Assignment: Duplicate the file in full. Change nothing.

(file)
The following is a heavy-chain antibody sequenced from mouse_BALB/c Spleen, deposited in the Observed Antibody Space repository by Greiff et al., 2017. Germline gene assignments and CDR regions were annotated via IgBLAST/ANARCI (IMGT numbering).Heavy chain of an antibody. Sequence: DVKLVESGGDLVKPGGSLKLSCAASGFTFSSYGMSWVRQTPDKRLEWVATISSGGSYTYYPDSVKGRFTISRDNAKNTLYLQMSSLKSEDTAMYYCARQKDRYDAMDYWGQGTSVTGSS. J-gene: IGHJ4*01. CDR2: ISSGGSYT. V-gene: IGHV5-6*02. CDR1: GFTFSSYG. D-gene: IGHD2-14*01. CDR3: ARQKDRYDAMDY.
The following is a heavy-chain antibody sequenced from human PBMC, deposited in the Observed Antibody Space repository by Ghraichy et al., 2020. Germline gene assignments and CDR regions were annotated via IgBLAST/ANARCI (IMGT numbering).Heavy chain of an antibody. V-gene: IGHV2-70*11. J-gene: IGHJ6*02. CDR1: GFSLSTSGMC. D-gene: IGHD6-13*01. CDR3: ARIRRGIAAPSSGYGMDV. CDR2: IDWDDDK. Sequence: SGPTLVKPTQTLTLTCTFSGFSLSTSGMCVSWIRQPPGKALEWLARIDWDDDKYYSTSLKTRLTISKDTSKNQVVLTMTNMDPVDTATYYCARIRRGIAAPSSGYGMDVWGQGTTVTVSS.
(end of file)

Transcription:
The following is a heavy-chain antibody sequenced from mouse_BALB/c Spleen, deposited in the Observed Antibody Space repository by Greiff et al., 2017. Germline gene assignments and CDR regions were annotated via IgBLAST/ANARCI (IMGT numbering).Heavy chain of an antibody. Sequence: DVKLVESGGDLVKPGGSLKLSCAASGFTFSSYGMSWVRQTPDKRLEWVATISSGGSYTYYPDSVKGRFTISRDNAKNTLYLQMSSLKSEDTAMYYCARQKDRYDAMDYWGQGTSVTGSS. J-gene: IGHJ4*01. CDR2: ISSGGSYT. V-gene: IGHV5-6*02. CDR1: GFTFSSYG. D-gene: IGHD2-14*01. CDR3: ARQKDRYDAMDY.
The following is a heavy-chain antibody sequenced from human PBMC, deposited in the Observed Antibody Space repository by Ghraichy et al., 2020. Germline gene assignments and CDR regions were annotated via IgBLAST/ANARCI (IMGT numbering).Heavy chain of an antibody. V-gene: IGHV2-70*11. J-gene: IGHJ6*02. CDR1: GFSLSTSGMC. D-gene: IGHD6-13*01. CDR3: ARIRRGIAAPSSGYGMDV. CDR2: IDWDDDK. Sequence: SGPTLVKPTQTLTLTCTFSGFSLSTSGMCVSWIRQPPGKALEWLARIDWDDDKYYSTSLKTRLTISKDTSKNQVVLTMTNMDPVDTATYYCARIRRGIAAPSSGYGMDVWGQGTTVTVSS.